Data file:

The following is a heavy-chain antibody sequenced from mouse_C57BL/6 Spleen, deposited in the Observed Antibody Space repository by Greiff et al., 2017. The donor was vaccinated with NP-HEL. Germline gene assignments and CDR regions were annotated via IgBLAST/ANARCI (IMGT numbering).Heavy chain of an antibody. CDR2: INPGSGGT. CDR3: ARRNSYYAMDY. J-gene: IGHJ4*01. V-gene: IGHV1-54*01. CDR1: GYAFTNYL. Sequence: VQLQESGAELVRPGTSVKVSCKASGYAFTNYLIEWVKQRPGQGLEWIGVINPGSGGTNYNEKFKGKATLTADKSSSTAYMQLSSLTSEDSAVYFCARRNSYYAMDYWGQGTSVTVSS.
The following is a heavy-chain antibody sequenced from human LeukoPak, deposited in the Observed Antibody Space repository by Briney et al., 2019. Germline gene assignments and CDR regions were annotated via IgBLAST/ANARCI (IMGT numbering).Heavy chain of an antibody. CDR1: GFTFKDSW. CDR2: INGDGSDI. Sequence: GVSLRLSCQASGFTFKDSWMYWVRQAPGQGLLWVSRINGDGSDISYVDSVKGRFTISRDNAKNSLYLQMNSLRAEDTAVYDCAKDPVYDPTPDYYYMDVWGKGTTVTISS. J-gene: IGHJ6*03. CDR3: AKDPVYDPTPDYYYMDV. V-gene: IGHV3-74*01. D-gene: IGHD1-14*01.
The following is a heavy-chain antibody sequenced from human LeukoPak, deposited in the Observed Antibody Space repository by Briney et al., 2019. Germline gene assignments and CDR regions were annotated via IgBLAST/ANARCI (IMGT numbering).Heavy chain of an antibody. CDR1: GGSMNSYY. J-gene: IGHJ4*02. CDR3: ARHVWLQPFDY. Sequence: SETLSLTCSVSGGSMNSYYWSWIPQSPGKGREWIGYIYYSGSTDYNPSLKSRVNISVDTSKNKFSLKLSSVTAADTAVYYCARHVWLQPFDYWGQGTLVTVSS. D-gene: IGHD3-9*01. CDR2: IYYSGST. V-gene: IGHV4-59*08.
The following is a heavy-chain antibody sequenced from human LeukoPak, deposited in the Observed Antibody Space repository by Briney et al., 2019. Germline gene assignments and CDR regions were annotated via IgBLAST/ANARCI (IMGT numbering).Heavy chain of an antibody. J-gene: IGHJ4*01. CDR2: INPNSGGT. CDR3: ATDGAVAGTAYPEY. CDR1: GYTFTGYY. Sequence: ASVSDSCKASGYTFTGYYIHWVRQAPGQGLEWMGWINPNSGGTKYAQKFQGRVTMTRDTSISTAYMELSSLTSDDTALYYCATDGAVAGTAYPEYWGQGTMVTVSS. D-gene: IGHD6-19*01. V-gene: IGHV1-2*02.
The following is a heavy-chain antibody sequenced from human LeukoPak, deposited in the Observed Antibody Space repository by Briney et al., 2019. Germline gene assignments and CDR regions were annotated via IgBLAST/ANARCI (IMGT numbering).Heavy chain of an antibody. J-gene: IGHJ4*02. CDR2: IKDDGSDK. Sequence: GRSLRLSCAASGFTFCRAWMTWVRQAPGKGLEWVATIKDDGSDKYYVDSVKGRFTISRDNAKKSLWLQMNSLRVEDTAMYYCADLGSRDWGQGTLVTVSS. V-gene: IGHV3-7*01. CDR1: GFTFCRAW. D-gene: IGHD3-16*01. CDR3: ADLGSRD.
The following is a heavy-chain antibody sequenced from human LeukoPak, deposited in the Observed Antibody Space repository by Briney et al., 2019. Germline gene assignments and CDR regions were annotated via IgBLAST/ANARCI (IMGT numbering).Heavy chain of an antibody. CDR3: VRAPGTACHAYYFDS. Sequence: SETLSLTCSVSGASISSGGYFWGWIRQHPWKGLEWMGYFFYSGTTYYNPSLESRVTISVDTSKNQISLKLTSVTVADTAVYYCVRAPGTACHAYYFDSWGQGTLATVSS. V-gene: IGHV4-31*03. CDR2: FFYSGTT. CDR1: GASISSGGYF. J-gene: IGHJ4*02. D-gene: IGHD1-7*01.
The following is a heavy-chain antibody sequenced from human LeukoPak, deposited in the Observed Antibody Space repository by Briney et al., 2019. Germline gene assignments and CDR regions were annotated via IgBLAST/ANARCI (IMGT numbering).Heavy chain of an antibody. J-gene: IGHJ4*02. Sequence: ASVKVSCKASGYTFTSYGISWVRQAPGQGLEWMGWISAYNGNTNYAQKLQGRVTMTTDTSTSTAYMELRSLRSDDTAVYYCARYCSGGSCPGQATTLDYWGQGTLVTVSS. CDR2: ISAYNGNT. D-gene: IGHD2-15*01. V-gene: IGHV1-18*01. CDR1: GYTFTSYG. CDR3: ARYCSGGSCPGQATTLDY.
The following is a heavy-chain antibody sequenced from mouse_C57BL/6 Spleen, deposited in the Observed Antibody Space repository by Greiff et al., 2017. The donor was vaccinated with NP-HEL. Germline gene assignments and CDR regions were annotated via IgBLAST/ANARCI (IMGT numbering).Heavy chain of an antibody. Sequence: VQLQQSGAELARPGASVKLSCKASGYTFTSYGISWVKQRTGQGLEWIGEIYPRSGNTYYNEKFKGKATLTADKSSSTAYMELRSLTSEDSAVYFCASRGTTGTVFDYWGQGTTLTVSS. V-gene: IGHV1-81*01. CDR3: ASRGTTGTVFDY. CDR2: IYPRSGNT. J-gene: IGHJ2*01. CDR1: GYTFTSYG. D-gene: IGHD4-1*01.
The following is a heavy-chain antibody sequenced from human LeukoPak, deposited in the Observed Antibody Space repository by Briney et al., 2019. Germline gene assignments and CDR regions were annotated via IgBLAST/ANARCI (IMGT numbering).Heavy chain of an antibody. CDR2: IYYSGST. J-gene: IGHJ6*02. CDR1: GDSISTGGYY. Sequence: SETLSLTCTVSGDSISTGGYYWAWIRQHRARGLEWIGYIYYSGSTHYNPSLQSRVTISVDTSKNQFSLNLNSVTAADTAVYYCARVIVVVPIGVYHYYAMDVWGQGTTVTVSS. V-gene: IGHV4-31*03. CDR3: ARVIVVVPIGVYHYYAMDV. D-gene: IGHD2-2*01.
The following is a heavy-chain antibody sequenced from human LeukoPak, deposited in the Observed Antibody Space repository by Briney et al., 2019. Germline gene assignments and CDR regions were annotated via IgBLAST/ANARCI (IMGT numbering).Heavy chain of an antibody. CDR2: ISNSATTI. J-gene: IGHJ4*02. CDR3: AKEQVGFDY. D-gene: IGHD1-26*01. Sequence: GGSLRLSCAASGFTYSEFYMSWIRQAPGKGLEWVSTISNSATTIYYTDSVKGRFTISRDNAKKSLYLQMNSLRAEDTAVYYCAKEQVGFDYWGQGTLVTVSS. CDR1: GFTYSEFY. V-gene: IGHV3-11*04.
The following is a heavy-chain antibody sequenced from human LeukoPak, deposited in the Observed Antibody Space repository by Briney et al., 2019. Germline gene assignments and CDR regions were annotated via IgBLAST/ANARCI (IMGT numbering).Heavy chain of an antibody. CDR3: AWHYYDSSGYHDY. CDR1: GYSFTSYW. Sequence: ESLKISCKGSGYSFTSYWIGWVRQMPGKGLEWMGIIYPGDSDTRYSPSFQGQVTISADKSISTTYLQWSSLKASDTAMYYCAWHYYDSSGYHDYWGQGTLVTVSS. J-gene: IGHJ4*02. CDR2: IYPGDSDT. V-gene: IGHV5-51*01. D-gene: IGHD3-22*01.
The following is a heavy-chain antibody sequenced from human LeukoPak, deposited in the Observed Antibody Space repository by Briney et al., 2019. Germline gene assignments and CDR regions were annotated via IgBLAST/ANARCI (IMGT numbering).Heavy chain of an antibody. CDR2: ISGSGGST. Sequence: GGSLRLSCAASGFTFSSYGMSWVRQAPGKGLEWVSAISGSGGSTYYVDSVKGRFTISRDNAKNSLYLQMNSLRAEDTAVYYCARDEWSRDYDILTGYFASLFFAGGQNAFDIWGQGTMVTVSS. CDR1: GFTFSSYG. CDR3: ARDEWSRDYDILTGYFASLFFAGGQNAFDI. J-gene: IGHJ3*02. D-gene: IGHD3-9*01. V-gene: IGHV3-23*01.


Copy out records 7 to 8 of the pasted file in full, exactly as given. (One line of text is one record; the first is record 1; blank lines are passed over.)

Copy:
The following is a heavy-chain antibody sequenced from human LeukoPak, deposited in the Observed Antibody Space repository by Briney et al., 2019. Germline gene assignments and CDR regions were annotated via IgBLAST/ANARCI (IMGT numbering).Heavy chain of an antibody. J-gene: IGHJ4*02. Sequence: ASVKVSCKASGYTFTSYGISWVRQAPGQGLEWMGWISAYNGNTNYAQKLQGRVTMTTDTSTSTAYMELRSLRSDDTAVYYCARYCSGGSCPGQATTLDYWGQGTLVTVSS. CDR2: ISAYNGNT. D-gene: IGHD2-15*01. V-gene: IGHV1-18*01. CDR1: GYTFTSYG. CDR3: ARYCSGGSCPGQATTLDY.
The following is a heavy-chain antibody sequenced from mouse_C57BL/6 Spleen, deposited in the Observed Antibody Space repository by Greiff et al., 2017. The donor was vaccinated with NP-HEL. Germline gene assignments and CDR regions were annotated via IgBLAST/ANARCI (IMGT numbering).Heavy chain of an antibody. Sequence: VQLQQSGAELARPGASVKLSCKASGYTFTSYGISWVKQRTGQGLEWIGEIYPRSGNTYYNEKFKGKATLTADKSSSTAYMELRSLTSEDSAVYFCASRGTTGTVFDYWGQGTTLTVSS. V-gene: IGHV1-81*01. CDR3: ASRGTTGTVFDY. CDR2: IYPRSGNT. J-gene: IGHJ2*01. CDR1: GYTFTSYG. D-gene: IGHD4-1*01.